How we cite our quotes:
O, how that name befits my composition!
Old Gaunt indeed, and gaunt in being old.
Within me Grief hath kept a tedious fast,
And who abstains from meat that is not gaunt? (2.1.4)
Here, old John of Gaunt expresses his grief at his son's banishment from England. What's interesting about this passage is that Gaunt's wordplay experiments with the very problem of identity. He puns on his name, Gaunt, which means skinny and sickly looking, but by the end of the quote, everyone who "abstains from meat" (everyone who fasts) is included. Gaunt is making an important point: the name "Gaunt" can refer to many people (despite the king's efforts to make sure there will be no more "Gaunts" by banishing Gaunt's heir, Henry. Using this logic, it also becomes clear that that the name "king" can also refer to more than just one man, right?
My lord, my answer is, to 'Lancaster',
And I am come to seek that name in England;
And I must find that title in your tongue
Before I make reply to aught you say. (2.3.6)
When Henry Bolingbroke returns to England to claim his birthright, he assumes a powerful position. He makes it clear that before he'll accept any message from the king's representative, he must first be acknowledged and officially recognized as "Lancaster," Gaunt's rightful heir. (Remember, John of Gaunt was the Duke of Lancaster, and when he died that land was supposed to be passed down to his son. Richard stepped in and basically stole it.) Since this is exactly what Richard was trying to deprive Henry of, it's a bold move. Keep reading...
As I was banish'd, I was banish'd Hereford;
But as I come, I come for Lancaster.
Will you permit that I shall stand condemn'd
A wandering vagabond; my rights and royalties
Pluck'd from my arms perforce and given away
To upstart unthrifts? Wherefore was I born?
If that my cousin king be King of England,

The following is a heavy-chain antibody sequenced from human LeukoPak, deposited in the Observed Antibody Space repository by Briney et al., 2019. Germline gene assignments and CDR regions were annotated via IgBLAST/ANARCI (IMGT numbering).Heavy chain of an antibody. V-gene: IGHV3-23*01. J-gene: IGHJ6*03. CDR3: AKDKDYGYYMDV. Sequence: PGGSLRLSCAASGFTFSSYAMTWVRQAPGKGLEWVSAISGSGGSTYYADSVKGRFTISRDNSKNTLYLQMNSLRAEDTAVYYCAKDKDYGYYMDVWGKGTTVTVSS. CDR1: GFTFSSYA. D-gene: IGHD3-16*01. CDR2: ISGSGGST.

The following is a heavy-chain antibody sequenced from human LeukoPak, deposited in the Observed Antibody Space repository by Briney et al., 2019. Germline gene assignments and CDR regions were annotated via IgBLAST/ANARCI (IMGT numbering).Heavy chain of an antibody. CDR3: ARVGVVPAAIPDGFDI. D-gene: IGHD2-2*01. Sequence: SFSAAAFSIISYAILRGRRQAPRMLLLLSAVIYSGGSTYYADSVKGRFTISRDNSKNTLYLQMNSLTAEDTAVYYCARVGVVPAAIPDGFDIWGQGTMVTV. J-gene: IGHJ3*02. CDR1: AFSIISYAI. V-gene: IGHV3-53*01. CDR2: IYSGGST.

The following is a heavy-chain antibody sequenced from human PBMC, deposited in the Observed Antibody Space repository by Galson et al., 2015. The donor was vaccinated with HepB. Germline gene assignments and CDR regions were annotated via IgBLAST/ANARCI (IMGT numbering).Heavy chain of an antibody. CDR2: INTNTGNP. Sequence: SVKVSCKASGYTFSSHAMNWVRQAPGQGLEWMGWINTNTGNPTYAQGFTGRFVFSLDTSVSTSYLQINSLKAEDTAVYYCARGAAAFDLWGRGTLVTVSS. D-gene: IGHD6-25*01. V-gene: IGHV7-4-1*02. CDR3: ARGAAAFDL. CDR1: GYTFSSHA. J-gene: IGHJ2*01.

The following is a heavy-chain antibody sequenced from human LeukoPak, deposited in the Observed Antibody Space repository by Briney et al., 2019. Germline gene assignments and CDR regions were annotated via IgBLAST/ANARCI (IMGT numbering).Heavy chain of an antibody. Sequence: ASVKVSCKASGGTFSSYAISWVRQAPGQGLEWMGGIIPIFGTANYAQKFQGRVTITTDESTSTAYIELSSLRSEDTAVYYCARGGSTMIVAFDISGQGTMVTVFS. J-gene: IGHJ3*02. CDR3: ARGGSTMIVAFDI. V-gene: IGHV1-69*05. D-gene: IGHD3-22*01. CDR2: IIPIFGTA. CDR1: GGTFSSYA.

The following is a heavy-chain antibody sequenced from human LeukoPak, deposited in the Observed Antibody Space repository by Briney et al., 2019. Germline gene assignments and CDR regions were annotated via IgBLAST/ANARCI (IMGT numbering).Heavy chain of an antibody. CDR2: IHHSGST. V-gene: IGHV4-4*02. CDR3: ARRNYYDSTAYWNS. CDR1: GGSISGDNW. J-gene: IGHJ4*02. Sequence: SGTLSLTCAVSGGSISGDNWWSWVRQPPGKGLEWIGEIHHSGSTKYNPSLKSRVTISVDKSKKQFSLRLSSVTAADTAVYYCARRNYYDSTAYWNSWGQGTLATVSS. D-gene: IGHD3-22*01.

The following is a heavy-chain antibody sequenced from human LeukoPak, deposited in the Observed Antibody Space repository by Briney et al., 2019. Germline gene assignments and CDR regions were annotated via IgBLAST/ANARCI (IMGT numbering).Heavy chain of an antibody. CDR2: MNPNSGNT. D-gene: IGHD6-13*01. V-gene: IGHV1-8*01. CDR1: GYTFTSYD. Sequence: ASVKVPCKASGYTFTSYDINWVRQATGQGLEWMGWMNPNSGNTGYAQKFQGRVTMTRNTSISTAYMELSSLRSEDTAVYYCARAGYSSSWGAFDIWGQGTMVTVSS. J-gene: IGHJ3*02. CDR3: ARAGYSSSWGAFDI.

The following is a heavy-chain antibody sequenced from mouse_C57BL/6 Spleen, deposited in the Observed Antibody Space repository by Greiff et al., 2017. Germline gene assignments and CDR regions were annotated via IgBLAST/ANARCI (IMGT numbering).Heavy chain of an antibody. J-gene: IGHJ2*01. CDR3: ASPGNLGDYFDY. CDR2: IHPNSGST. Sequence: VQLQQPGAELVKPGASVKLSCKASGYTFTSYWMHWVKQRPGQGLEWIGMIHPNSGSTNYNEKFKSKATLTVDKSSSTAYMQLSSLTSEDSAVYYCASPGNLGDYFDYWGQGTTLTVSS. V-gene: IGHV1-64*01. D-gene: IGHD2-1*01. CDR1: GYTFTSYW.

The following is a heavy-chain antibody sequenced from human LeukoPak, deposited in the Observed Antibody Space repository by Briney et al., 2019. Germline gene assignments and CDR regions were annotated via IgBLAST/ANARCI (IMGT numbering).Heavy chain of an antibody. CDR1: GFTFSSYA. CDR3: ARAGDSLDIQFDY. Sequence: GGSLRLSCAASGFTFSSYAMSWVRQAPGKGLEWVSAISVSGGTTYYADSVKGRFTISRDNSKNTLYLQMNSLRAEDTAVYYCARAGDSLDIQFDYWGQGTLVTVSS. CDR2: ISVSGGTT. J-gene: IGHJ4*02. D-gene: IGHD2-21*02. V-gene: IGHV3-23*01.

It must be granted I am Duke of Lancaster.
You have a son, Aumerle, my noble cousin;
Had you first died, and he been thus trod down,
He should have found his uncle Gaunt a father,
To rouse his wrongs and chase them to the bay.
I am denied to sue my livery here,
And yet my letters-patents give me leave:
My father's goods are all distrain'd and sold,
And these and all are all amiss employ'd.
What would you have me do? I am a subject,
And I challenge law: attorneys are denied me;
And therefore, personally I lay my claim
To my inheritance of free descent. (2.3.6)
When York confronts Henry Bolingbroke for storming into England after he's been banished, Henry explains his rationale – he's returned with an army because King Richard has stolen his birthright by taking the land (Lancaster) that should have gone to Henry when his father died. The law says that when a man dies, all his wealth, titles, and land should be passed down to his eldest son. This applies to noblemen and kings. As Henry points out, the same system that allowed Richard to inherit the title "King of England" from his father is supposed to allow him, Henry, to inherit the title "Duke of Lancaster" from his dad. So if Richard denies Henry his title, Henry figures he's got a right to take away the king's.